• Two in five Americans sometimes or always feel that their relationships are not meaningful (43 percent) and that they are isolated from others (43 percent).

The consequences are not limited to emotional distress or poor mental health. “Loneliness has been estimated to shorten a person’s life by 15 years, equivalent in impact to being obese or smoking 15 cigarettes per day,” Claire Pomeroy writes in Scientific American. “A recent study revealed a surprising association between loneliness and cancer mortality risk, pointing to the role loneliness plays in cancer’s course, including responsiveness to treatments.”

The effects are especially pronounced in elderly individuals, a group most encouraged to follow social distancing measures. According to the National Institute on Aging, “Research has linked social isolation and loneliness to higher risks for a variety of physical and mental conditions: high blood pressure, heart disease, obesity, a weakened immune system, anxiety, depression, cognitive decline, Alzheimer’s disease, and even death.”

Given that loneliness affects our physical health — and can even weaken our immune system making us more susceptible to COVID-19 — what can we do to lessen the effects of loneliness in ways that comply with social distancing measures and laws?

Social Distancing-Friendly Solutions to the Loneliness Epidemic

As part of their COVID-19 resources toolkit, the CDC has published a guide on how to manage stress and coping. First, be aware of the signs of stress:

  • Fear and worry about your own health and the health of your loved ones
  • Changes in sleep or eating patterns
  • Difficulty sleeping or concentrating
  • Worsening of chronic health problems
  • Increased use of alcohol, tobacco, or other drugs

Once aware of the signs, consider the following activities to lessen the stress of the pandemic and social distancing:

  • Take breaks from watching, reading, or listening to news stories, including social media. Hearing about the pandemic repeatedly can be upsetting.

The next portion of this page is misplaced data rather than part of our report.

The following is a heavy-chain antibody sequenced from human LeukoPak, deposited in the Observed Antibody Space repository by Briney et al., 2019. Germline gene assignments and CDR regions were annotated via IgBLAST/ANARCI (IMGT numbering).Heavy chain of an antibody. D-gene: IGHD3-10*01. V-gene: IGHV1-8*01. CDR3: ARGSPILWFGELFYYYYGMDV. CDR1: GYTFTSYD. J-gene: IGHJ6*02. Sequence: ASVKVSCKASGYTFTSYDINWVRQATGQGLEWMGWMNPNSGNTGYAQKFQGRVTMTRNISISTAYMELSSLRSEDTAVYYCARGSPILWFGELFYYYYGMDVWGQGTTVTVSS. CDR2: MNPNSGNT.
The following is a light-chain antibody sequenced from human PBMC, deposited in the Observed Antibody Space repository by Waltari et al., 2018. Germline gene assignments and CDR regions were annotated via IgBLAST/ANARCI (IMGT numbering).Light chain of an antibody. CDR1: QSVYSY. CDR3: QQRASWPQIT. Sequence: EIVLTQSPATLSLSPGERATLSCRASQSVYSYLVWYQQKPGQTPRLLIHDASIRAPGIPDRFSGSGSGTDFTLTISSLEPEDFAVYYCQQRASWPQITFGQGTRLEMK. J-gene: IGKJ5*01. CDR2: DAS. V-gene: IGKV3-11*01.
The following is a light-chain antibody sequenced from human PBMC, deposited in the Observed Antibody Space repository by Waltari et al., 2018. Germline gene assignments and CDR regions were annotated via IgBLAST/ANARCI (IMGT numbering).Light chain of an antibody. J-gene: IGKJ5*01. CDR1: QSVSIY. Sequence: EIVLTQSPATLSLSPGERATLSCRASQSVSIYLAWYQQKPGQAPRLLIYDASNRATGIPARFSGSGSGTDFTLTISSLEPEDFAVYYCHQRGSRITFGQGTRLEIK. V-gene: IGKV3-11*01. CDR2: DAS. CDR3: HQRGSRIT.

• Take care of your body. Take deep breaths, stretch, or meditate. Try to eat healthy, well-balanced meals, exercise regularly, get plenty of sleep, and avoid alcohol and drugs.
  • Make time to unwind. Try to do some other activities you enjoy.
  • Connect with others. Talk with people you trust about your concerns and how you are feeling.

Technology can be a great tool for connecting with others and staying entertained. For instance, use your smartphone to video-chat a friend. Browse uplifting videos and content on social media. Try mindfulness and self-care apps, such as Sanvello and Headspace (which is currently free for healthcare providers), to calm feelings of anxiety and uncertainty. Break a sweat with online workout videos or even live group classes.

Social media also provides many opportunities to connect with friends and join online communities. For example, after watching a movie, you could engage with other fans on Letterboxd. Or after finishing a great book, write a review on Goodreads and discuss the book in a digital book club. However, also consider limiting screen time as some studies show overuse may negatively affect mental health and disrupt sleep patterns.

If you are concerned about your mental health, consider scheduling a telehealth visit with a therapist or psychiatrist. Domenica Favero, Psy.D., a psychologist and Privia provider, notes that telepsychology is effective and “clients continue to feel connected with their therapist even when in online settings.”

Finally, consider sharing the following hotlines for individuals experiencing a mental health crisis:

  • Suicide Prevention Lifeline: 1.800.273.8255
  • Substance Abuse and Mental Health Services Administration: 1.800.662.4357
  • National Institute of Mental Health: 866.615.6464
  • National Alliance on Mental Illness: 1.800.950.6264

In closing, make sure you follow state and federal guidelines for social distancing, but also explore new ways to make the most of the situation and stay connected with others. While we can’t say for sure if social distancing will exacerbate the Loneliness Epidemic, these tips and guidelines can hopefully reduce the impact and keep us safe.